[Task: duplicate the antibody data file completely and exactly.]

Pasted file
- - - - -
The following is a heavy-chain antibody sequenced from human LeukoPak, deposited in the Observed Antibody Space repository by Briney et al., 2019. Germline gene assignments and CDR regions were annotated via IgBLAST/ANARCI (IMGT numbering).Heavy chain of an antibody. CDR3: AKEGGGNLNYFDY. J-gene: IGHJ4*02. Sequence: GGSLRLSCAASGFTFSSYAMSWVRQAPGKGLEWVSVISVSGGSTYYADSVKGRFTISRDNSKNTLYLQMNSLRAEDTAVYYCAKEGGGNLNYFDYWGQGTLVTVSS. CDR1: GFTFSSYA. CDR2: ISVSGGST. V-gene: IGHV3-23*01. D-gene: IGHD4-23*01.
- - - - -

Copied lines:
The following is a heavy-chain antibody sequenced from human LeukoPak, deposited in the Observed Antibody Space repository by Briney et al., 2019. Germline gene assignments and CDR regions were annotated via IgBLAST/ANARCI (IMGT numbering).Heavy chain of an antibody. CDR3: AKEGGGNLNYFDY. J-gene: IGHJ4*02. Sequence: GGSLRLSCAASGFTFSSYAMSWVRQAPGKGLEWVSVISVSGGSTYYADSVKGRFTISRDNSKNTLYLQMNSLRAEDTAVYYCAKEGGGNLNYFDYWGQGTLVTVSS. CDR1: GFTFSSYA. CDR2: ISVSGGST. V-gene: IGHV3-23*01. D-gene: IGHD4-23*01.